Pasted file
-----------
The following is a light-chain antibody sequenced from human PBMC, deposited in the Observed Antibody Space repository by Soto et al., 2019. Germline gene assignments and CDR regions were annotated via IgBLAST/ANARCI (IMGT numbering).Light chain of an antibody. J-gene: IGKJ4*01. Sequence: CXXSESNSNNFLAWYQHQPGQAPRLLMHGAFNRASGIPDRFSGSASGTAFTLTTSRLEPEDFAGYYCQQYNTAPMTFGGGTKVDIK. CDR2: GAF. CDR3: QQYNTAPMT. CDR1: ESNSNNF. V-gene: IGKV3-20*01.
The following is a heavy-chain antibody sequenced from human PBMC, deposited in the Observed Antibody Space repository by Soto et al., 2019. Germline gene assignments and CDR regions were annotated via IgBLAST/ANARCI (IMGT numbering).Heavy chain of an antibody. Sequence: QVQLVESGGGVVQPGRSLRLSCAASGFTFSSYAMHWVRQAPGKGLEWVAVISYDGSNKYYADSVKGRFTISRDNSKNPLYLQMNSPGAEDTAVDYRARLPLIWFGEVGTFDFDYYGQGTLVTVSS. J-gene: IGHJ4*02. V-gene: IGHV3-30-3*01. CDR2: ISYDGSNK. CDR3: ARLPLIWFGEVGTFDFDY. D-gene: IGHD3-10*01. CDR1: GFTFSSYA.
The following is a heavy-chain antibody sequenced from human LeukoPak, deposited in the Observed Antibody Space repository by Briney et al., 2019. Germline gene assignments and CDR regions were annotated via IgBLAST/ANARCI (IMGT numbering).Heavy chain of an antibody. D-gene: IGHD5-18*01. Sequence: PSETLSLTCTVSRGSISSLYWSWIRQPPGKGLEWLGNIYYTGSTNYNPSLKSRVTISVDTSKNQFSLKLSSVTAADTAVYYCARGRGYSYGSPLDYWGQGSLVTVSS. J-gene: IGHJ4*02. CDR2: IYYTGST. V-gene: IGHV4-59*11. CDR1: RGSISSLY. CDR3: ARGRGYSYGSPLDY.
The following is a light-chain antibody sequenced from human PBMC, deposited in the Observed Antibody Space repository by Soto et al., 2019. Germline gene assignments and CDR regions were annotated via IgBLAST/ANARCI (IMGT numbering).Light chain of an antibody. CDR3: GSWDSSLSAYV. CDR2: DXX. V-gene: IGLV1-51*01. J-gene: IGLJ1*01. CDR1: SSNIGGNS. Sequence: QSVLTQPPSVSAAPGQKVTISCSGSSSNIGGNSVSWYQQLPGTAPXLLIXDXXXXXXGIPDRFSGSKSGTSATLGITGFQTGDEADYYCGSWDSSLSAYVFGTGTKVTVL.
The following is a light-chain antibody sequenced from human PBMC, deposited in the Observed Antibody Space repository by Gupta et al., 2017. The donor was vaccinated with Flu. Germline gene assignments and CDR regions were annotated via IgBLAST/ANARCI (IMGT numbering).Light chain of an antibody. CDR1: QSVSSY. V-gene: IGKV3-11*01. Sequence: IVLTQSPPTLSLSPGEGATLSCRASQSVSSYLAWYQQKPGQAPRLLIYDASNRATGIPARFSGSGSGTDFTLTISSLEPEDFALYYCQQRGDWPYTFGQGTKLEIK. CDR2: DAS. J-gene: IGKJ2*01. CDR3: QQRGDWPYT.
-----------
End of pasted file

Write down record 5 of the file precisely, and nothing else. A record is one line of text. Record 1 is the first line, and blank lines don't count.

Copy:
The following is a light-chain antibody sequenced from human PBMC, deposited in the Observed Antibody Space repository by Gupta et al., 2017. The donor was vaccinated with Flu. Germline gene assignments and CDR regions were annotated via IgBLAST/ANARCI (IMGT numbering).Light chain of an antibody. CDR1: QSVSSY. V-gene: IGKV3-11*01. Sequence: IVLTQSPPTLSLSPGEGATLSCRASQSVSSYLAWYQQKPGQAPRLLIYDASNRATGIPARFSGSGSGTDFTLTISSLEPEDFALYYCQQRGDWPYTFGQGTKLEIK. CDR2: DAS. J-gene: IGKJ2*01. CDR3: QQRGDWPYT.